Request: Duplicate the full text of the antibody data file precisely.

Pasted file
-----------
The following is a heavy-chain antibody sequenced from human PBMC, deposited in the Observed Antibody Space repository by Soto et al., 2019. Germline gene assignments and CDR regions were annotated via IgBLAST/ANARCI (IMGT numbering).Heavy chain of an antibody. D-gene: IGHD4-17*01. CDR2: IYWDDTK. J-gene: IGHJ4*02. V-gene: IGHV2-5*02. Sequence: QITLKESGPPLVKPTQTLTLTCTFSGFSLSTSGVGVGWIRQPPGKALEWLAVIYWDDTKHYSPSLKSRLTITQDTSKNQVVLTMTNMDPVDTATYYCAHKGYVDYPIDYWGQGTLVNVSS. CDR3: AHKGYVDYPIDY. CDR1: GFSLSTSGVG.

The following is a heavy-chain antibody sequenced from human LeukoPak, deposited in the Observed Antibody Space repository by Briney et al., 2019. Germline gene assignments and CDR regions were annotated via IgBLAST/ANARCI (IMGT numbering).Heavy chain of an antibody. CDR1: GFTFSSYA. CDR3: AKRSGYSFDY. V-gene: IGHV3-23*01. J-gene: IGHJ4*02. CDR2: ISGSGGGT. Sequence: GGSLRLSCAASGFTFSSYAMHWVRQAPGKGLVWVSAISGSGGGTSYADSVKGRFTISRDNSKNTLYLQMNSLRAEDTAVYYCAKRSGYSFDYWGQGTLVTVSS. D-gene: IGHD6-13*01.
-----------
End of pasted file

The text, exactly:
The following is a heavy-chain antibody sequenced from human PBMC, deposited in the Observed Antibody Space repository by Soto et al., 2019. Germline gene assignments and CDR regions were annotated via IgBLAST/ANARCI (IMGT numbering).Heavy chain of an antibody. D-gene: IGHD4-17*01. CDR2: IYWDDTK. J-gene: IGHJ4*02. V-gene: IGHV2-5*02. Sequence: QITLKESGPPLVKPTQTLTLTCTFSGFSLSTSGVGVGWIRQPPGKALEWLAVIYWDDTKHYSPSLKSRLTITQDTSKNQVVLTMTNMDPVDTATYYCAHKGYVDYPIDYWGQGTLVNVSS. CDR3: AHKGYVDYPIDY. CDR1: GFSLSTSGVG.

The following is a heavy-chain antibody sequenced from human LeukoPak, deposited in the Observed Antibody Space repository by Briney et al., 2019. Germline gene assignments and CDR regions were annotated via IgBLAST/ANARCI (IMGT numbering).Heavy chain of an antibody. CDR1: GFTFSSYA. CDR3: AKRSGYSFDY. V-gene: IGHV3-23*01. J-gene: IGHJ4*02. CDR2: ISGSGGGT. Sequence: GGSLRLSCAASGFTFSSYAMHWVRQAPGKGLVWVSAISGSGGGTSYADSVKGRFTISRDNSKNTLYLQMNSLRAEDTAVYYCAKRSGYSFDYWGQGTLVTVSS. D-gene: IGHD6-13*01.